This course is a basic survey of human communication, especially interpersonal and group. Attention is given to perception, language and meaning, listening, theories of persuasion, verbal and nonverbal communication, small group discussion, interpersonal conflict, and interviewing. The course focuses on understanding how human communication is fundamentally related to issues of interpersonal relationships; the history of human communication and language development; perception and intrapersonal communication; leadership; group/team work; multicultural diversity in organizations; decision-making; power; public speaking; and ethical challenges. This course helps students to develop and practice skills that will guide effective action in their professional careers and interpersonal relationships. This course includes a Service Learning component.

ENV101 - Intro to Environmental Studies (KP)

This course uses case studies to explore global environmental challenges and engages students in considering sustainable solutions. Solutions that promote a healthy environment, social equality, and economic viability are discussed. Students explore steps individuals, organizations, and communities can take to reduce their ecological footprint and to slow global warming. Leaders from community organizations and local government agencies are invited to discuss issues with students.

LS101 - Foundations of American Legal System(KP)

This course is designed to provide students with an introduction to the law. Students are introduced to the basics of the legal system in the United States including its organization and operation. The course covers major areas of legal practice and the legal principles that apply. Legal concepts are explained and legal terminology defined.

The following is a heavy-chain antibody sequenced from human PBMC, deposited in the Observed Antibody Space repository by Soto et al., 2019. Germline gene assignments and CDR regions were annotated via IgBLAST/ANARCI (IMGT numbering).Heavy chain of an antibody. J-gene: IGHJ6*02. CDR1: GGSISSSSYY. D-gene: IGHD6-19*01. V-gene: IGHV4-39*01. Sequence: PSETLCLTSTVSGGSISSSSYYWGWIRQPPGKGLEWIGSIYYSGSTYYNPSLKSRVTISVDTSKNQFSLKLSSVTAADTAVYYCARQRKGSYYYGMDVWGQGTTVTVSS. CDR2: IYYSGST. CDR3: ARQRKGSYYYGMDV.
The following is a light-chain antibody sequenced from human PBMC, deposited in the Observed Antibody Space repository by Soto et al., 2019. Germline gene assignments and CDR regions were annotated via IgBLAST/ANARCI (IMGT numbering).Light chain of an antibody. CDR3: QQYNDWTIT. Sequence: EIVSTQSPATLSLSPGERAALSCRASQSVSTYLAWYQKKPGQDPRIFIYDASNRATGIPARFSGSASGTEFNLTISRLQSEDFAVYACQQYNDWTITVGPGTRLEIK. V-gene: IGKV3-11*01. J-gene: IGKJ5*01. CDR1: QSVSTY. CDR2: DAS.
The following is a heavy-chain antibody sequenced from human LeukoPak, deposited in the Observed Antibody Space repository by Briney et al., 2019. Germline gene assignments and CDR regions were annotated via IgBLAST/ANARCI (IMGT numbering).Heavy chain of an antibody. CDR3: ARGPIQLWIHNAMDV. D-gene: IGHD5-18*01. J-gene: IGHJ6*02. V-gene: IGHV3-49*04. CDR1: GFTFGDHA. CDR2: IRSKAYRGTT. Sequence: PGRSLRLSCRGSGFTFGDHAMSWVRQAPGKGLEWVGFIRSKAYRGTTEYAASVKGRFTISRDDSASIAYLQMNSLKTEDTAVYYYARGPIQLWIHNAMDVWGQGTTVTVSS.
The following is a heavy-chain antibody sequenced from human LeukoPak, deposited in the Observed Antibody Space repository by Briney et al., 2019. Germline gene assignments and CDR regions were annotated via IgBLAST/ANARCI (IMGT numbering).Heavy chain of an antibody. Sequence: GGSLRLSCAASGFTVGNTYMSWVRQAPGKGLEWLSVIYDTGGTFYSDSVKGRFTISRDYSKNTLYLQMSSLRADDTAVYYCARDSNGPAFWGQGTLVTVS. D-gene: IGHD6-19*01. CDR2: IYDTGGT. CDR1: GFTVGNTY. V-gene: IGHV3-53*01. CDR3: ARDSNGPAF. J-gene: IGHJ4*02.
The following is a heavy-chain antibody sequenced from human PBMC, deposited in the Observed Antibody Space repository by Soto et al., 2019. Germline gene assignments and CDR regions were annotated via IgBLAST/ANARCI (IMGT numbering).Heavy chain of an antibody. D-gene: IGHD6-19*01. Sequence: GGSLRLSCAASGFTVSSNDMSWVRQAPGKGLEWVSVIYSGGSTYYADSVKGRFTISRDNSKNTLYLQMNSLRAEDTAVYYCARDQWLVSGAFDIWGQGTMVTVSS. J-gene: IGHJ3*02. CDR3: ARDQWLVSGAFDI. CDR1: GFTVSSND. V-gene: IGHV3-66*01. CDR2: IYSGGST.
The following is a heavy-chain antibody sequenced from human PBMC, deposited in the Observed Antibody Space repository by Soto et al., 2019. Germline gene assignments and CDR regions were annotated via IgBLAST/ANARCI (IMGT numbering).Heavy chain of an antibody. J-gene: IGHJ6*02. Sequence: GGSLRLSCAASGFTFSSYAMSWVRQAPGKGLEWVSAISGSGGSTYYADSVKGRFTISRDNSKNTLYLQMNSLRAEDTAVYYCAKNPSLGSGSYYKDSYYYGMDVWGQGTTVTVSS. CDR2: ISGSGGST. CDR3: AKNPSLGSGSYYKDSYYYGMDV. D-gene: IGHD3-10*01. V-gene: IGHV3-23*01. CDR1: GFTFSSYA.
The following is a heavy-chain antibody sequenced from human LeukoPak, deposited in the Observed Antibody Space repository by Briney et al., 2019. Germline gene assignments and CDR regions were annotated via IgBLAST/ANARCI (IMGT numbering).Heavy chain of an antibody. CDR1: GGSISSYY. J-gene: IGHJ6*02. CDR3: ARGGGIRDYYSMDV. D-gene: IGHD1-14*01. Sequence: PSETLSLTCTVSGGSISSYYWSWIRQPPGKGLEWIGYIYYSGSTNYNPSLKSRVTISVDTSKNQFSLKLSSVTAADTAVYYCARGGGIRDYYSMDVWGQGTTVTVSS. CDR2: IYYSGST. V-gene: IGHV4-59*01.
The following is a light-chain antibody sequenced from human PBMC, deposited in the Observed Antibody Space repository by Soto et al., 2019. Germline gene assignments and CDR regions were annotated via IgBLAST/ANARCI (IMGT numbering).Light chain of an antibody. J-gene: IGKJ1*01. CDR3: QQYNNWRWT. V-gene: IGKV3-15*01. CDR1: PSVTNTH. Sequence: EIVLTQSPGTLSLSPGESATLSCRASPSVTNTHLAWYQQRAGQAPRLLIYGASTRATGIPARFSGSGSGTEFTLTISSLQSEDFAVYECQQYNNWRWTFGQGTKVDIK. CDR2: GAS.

PSYC101 - Psychological Perspectives (KP)

In this course, students learn to think like psychologists as they study classic and contemporary topics in human behavior, feeling, and thought. Students learn to apply psychological perspectives of thought, including biological, cognitive, sociocultural, humanistic, psychodynamic, and behaviorist, to better understand the human experience. Students will learn to use these perspectives to explore how individual behavior is influenced by and influences one’s biology, family, community and society. Topics may include human development, personality, psychopathology, human relationships, language, memory, perceptual processes, and intelligence, among others.